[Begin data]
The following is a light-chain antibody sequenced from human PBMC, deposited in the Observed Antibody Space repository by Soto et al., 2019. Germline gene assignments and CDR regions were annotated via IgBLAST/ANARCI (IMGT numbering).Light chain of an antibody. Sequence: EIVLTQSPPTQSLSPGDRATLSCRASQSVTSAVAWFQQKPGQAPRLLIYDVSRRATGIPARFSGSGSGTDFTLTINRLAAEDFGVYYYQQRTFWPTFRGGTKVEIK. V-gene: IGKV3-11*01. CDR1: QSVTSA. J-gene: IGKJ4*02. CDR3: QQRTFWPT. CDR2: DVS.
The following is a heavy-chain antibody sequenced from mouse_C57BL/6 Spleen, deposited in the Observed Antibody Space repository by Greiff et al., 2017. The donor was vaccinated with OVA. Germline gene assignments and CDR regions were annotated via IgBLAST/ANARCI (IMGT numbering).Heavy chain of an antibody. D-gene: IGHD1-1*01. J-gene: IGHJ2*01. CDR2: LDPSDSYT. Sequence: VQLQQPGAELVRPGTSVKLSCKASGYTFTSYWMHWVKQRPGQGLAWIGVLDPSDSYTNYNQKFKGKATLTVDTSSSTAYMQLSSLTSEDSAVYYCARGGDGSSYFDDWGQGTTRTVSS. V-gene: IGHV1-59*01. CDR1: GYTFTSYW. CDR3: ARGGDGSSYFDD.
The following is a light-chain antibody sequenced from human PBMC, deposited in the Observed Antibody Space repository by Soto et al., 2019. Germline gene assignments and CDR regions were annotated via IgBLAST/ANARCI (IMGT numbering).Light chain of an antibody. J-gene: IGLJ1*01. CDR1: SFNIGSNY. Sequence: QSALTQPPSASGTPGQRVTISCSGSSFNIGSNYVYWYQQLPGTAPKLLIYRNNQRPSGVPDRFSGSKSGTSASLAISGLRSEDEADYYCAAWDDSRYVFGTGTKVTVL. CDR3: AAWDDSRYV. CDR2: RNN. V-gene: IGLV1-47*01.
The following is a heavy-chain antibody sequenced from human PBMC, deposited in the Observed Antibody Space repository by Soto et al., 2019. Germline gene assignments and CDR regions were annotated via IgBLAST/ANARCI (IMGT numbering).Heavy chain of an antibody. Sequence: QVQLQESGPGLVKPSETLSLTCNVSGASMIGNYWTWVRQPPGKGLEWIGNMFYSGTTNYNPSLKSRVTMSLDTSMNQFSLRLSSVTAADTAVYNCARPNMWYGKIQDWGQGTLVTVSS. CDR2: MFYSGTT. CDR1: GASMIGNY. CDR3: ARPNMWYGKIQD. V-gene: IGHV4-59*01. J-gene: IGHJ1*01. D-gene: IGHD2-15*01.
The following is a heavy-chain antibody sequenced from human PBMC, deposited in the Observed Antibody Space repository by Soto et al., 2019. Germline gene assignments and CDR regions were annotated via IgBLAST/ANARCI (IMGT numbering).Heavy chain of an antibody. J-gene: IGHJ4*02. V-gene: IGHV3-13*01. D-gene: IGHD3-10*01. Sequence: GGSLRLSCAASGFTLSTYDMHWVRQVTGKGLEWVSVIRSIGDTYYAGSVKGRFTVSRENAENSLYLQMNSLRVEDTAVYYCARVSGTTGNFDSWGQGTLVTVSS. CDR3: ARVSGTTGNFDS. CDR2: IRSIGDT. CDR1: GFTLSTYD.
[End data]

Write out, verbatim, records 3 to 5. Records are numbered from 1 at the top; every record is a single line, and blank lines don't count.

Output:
The following is a light-chain antibody sequenced from human PBMC, deposited in the Observed Antibody Space repository by Soto et al., 2019. Germline gene assignments and CDR regions were annotated via IgBLAST/ANARCI (IMGT numbering).Light chain of an antibody. J-gene: IGLJ1*01. CDR1: SFNIGSNY. Sequence: QSALTQPPSASGTPGQRVTISCSGSSFNIGSNYVYWYQQLPGTAPKLLIYRNNQRPSGVPDRFSGSKSGTSASLAISGLRSEDEADYYCAAWDDSRYVFGTGTKVTVL. CDR3: AAWDDSRYV. CDR2: RNN. V-gene: IGLV1-47*01.
The following is a heavy-chain antibody sequenced from human PBMC, deposited in the Observed Antibody Space repository by Soto et al., 2019. Germline gene assignments and CDR regions were annotated via IgBLAST/ANARCI (IMGT numbering).Heavy chain of an antibody. Sequence: QVQLQESGPGLVKPSETLSLTCNVSGASMIGNYWTWVRQPPGKGLEWIGNMFYSGTTNYNPSLKSRVTMSLDTSMNQFSLRLSSVTAADTAVYNCARPNMWYGKIQDWGQGTLVTVSS. CDR2: MFYSGTT. CDR1: GASMIGNY. CDR3: ARPNMWYGKIQD. V-gene: IGHV4-59*01. J-gene: IGHJ1*01. D-gene: IGHD2-15*01.
The following is a heavy-chain antibody sequenced from human PBMC, deposited in the Observed Antibody Space repository by Soto et al., 2019. Germline gene assignments and CDR regions were annotated via IgBLAST/ANARCI (IMGT numbering).Heavy chain of an antibody. J-gene: IGHJ4*02. V-gene: IGHV3-13*01. D-gene: IGHD3-10*01. Sequence: GGSLRLSCAASGFTLSTYDMHWVRQVTGKGLEWVSVIRSIGDTYYAGSVKGRFTVSRENAENSLYLQMNSLRVEDTAVYYCARVSGTTGNFDSWGQGTLVTVSS. CDR3: ARVSGTTGNFDS. CDR2: IRSIGDT. CDR1: GFTLSTYD.